At this point, the dog’s owner gets up to leave with him (Is it time to go?).  The dog, in disbelief, questions if they are leaving (Leaving?)

When the dog realizes they are, he cheers (Yea!!!).  He wants his owner to hurry (Hurry.) and get into the car (Into the thing.)

As they drive away, the dog is filled with glee and it cheers (It’s moving.  It’s moving.)

As they go, the dog recognizes the area as familiar (What’s that?)  He thinks they are getting near home (Home?  Home?).  When he sees his home he cheers (Home!!! Home!!! Yea!!!).

When the dog arrives home, he greats another dog that lives with him (Hello.  Hello.)  He tells the dog of his experience (It was horrible.  Horrible!) and warns the dog to never go (Don’t ever go.  Don’t ever go.)

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Experimental Poetry Form: letter

Today’s experimental poetry form is called letter.  It based off of layout on the page.  The form is arranged like the elements on the front of a letter.

On the front of a letter there are three elements: the return address, the sending address, and the stamp.  They are laid out as follows:

*****                                                                               *****
*****                                                                               *****
*****                                                                               *****

 

                                                  *****
                                                  *****
                                                  *****

 

 

The return address is in the upper left corner, the sending address is in the center, and the stamp is in the upper right corner.

The return address and sending address elements both have three lines corresponding to: name, street address, and city and state.  The stamp element has three lines because of its size.

From the point of view of the person receiving the letter, the sending address is read first, the return address is read second, and the stamp is noticed third.

For the poetry form, there are three stanzas, each with three lines.  Each line has five syllables.  The first stanza is in the center, the second stanza is in the upper left, and the third stanza is in the upper right.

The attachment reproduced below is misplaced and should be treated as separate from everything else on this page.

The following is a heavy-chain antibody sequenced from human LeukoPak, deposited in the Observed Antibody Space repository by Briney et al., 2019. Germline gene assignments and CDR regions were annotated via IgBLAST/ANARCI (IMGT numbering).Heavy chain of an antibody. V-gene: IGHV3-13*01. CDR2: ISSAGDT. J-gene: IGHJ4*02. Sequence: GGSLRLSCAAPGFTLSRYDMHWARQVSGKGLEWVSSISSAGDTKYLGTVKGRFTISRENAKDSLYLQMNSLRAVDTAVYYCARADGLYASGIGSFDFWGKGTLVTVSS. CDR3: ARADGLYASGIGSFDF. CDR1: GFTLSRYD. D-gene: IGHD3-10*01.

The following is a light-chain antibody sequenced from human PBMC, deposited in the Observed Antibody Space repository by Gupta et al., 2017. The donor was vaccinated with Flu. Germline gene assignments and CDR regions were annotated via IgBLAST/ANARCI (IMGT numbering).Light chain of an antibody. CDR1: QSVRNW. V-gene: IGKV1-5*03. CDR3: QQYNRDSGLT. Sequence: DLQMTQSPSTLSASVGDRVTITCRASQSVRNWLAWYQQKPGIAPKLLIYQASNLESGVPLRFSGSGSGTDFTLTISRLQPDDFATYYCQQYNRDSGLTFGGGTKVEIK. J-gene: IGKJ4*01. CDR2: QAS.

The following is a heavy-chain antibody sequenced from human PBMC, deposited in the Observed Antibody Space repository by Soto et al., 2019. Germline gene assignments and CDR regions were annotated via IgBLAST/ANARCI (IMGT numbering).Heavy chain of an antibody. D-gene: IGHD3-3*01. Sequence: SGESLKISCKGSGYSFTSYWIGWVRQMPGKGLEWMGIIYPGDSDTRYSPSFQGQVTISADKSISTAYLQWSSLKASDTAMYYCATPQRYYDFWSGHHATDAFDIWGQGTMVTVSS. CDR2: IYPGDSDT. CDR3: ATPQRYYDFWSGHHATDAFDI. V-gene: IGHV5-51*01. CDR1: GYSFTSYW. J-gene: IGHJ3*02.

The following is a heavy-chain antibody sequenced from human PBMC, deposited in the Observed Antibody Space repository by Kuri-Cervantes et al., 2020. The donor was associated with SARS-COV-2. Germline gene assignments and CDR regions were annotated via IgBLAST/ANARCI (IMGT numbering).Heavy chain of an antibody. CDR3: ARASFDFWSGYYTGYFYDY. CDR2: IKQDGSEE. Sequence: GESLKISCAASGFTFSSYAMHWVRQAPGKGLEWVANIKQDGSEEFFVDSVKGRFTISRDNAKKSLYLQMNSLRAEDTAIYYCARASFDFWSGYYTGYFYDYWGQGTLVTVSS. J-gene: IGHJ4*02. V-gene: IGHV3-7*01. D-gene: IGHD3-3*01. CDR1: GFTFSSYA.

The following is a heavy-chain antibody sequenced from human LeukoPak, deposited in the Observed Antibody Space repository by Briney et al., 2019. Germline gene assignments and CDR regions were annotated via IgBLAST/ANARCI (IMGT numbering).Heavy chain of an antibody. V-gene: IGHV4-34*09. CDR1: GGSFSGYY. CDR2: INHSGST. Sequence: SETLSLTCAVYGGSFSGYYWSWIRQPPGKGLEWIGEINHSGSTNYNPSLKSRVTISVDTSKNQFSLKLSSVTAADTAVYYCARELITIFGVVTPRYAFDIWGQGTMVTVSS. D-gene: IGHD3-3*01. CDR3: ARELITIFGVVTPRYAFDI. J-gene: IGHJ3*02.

Here is an example poem illustrating the form.  Remember, the center stanza is read first, the upper left stanza second, and the upper right stanza third.

Alone in the house                                                         In a field of stones
everything feels still                                                       emptiness gathers
and time moves so slow.                                               to speak silently.

 

                                                  You’ve been gone so long
                                                  you’re now an image
                                                  a thought in the mind.

Poetry essay: Improving your poetry

As you write poetry, at some point you might look to improve your work.  Maybe you feel your poems could have more impact.  Maybe your poetry isn’t getting the response you want.  Maybe you feel like you’re not getting your message across.

As you look to improve the poetry you write, there are some things you can do.  Here are a few:

Read more poetry

One way to get better at writing poetry is to read more poetry.  The more poetry you read, the more ideas, forms, techniques, and so forth you will encounter.  As you read, you can pick up on things and improve your own work.

Analyze poems